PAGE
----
Senate Minority Leader Mitch McConnell is calling on the Tennessee Valley Authority to keep burning coal at a Kentucky power plant.
TVA operates the Paradise Fossil Plant in Western Kentucky. This summer, it released an environmental assessment and took public comment on the plant’s future. Because of upcoming stricter regulations for mercury and air toxins released from power plants, the company has to decide whether to install pollution controls on the plant and keep burning coal, or switch to natural gas.
McConnell met with TVA CEO William Johnson earlier this week to make the case for continued coal use at Paradise. Then he followed up with a letter:
We are well aware of the pressure that public utilities face from the Obama Administration to transition from using coal to alternative sources of energy. However, we would like to remind the TVA of the importance of maintaining an all-inclusive energy portfolio. To allow a historically abundant and proven resource, such as coal, to fall by the wayside would ultimately threaten our energy independence. Accordingly, we request the TVA maintain existing coal-fired operations—that utilize Kentucky-produced coal stocks—as your agency considers alternative sources in conjunction with coal for electricity generation.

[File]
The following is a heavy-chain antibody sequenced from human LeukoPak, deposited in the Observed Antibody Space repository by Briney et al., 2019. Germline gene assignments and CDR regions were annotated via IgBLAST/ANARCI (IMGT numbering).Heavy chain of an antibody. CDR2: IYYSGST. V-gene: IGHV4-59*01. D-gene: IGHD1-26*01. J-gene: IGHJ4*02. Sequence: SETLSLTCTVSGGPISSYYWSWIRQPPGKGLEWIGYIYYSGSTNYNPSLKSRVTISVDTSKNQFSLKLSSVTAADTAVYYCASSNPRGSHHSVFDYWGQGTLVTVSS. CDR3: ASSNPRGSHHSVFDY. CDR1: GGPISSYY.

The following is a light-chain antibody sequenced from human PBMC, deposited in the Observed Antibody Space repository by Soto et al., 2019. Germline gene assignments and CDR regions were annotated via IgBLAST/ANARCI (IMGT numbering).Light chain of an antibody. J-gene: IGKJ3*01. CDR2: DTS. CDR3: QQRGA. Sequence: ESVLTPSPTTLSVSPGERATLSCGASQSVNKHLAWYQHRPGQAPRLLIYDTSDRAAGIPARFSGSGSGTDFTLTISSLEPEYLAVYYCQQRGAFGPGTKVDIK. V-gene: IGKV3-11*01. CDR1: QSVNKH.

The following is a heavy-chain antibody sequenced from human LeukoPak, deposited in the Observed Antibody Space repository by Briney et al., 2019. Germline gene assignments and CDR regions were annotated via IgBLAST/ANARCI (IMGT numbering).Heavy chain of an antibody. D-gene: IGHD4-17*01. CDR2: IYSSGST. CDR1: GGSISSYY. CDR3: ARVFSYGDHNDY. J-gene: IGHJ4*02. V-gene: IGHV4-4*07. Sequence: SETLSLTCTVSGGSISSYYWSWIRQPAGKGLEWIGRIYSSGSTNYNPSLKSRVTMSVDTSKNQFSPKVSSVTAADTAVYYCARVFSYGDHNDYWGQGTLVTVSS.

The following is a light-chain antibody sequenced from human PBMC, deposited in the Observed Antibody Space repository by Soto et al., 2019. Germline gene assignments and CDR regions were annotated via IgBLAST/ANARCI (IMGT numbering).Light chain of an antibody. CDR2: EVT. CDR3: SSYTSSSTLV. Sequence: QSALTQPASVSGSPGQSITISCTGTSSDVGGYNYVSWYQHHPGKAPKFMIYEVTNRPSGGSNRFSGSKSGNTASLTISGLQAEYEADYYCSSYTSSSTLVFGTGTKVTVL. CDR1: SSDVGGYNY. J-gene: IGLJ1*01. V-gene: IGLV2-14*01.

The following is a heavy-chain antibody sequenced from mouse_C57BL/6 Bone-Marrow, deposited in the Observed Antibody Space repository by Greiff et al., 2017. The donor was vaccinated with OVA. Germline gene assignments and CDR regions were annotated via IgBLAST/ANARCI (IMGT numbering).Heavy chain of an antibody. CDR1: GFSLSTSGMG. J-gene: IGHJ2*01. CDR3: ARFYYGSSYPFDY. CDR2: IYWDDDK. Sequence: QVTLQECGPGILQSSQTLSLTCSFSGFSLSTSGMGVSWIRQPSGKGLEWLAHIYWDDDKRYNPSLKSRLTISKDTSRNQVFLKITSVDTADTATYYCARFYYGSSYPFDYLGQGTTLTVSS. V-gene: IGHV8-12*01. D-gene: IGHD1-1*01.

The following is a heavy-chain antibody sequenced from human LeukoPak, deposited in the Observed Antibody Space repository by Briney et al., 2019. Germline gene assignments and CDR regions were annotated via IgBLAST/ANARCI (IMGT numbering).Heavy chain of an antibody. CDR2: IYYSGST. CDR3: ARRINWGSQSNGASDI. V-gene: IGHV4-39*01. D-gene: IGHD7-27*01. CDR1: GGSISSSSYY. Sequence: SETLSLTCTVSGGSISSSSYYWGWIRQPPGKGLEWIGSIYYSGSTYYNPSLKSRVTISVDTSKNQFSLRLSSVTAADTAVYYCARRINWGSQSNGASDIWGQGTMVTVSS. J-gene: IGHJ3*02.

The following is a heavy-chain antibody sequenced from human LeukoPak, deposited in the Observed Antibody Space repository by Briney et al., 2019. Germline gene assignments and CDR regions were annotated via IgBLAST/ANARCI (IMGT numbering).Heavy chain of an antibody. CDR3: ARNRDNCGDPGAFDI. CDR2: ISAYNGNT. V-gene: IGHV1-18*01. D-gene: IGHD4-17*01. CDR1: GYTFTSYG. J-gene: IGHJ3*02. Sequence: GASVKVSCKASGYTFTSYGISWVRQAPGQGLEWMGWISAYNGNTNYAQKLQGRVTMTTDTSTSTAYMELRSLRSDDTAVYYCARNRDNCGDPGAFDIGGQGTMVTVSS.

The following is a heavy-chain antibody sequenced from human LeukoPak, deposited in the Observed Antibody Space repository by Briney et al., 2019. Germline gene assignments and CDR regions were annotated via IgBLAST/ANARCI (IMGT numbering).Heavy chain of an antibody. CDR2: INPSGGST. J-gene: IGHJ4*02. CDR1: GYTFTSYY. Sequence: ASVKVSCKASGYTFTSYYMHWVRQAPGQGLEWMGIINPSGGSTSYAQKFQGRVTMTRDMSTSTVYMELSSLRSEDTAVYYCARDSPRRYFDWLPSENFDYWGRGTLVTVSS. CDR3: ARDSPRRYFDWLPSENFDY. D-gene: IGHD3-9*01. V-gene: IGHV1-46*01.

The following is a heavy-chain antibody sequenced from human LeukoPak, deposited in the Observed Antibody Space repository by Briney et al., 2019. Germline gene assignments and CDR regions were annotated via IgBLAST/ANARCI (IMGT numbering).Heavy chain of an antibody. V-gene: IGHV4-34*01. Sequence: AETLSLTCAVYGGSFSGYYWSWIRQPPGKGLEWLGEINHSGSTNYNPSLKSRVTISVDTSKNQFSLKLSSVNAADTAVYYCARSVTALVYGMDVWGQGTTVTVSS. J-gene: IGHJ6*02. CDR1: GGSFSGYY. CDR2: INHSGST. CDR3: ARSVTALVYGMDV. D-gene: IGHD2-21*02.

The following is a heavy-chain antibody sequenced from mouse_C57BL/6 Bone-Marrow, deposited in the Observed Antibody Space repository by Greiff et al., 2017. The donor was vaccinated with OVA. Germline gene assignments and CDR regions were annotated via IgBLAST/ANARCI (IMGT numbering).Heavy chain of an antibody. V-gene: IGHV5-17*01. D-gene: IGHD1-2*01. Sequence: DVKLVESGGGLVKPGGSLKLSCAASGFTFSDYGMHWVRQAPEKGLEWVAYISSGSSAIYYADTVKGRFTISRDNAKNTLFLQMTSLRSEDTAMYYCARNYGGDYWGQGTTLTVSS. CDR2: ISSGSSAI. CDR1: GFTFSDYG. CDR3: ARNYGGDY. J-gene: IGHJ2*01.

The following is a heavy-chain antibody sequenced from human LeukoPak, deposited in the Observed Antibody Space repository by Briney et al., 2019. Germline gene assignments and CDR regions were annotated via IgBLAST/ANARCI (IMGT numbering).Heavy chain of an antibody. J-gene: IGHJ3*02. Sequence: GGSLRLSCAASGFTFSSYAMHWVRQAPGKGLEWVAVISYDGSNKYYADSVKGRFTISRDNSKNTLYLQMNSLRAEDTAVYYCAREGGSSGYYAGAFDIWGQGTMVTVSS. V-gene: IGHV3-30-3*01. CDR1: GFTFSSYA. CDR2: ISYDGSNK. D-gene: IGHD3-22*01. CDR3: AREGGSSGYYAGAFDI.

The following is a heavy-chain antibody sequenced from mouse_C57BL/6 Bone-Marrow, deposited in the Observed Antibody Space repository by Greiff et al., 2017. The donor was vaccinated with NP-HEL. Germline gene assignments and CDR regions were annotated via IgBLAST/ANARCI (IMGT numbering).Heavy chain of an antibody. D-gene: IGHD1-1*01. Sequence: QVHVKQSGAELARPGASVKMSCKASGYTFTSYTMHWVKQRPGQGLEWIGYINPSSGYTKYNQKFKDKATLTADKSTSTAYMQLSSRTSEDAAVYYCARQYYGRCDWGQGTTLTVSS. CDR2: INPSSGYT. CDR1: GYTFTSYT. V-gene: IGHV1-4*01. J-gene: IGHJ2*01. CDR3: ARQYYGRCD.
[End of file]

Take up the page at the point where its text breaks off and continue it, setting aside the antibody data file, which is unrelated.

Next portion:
McConnell also expressed worries about job losses at the plant, which currently has 400 employees. TVA’s environmental assessment estimates the plant’s workforce would be smaller if Paradise is converted to natural gas, but doesn’t give an exact number.
There are three units at Paradise, and the company plans to keep the largest unit as-is, burning coal. Unit three accounts for about half of the electricity the plant generates. Because TVA is a federal corporation, it doesn’t have to seek approval from the Kentucky Public Service Commission before it makes a change in its electricity generation that will effect ratepayers.
TVA previously announced that it wouldn’t buy coal from Central Appalachia (which includes Eastern Kentucky) anymore, because it’s no longer economical. But that decision won’t have an effect on the Paradise Plant. The power plant used more than 6 million tons of coal last year; 83 percent of that coal was from Western Kentucky.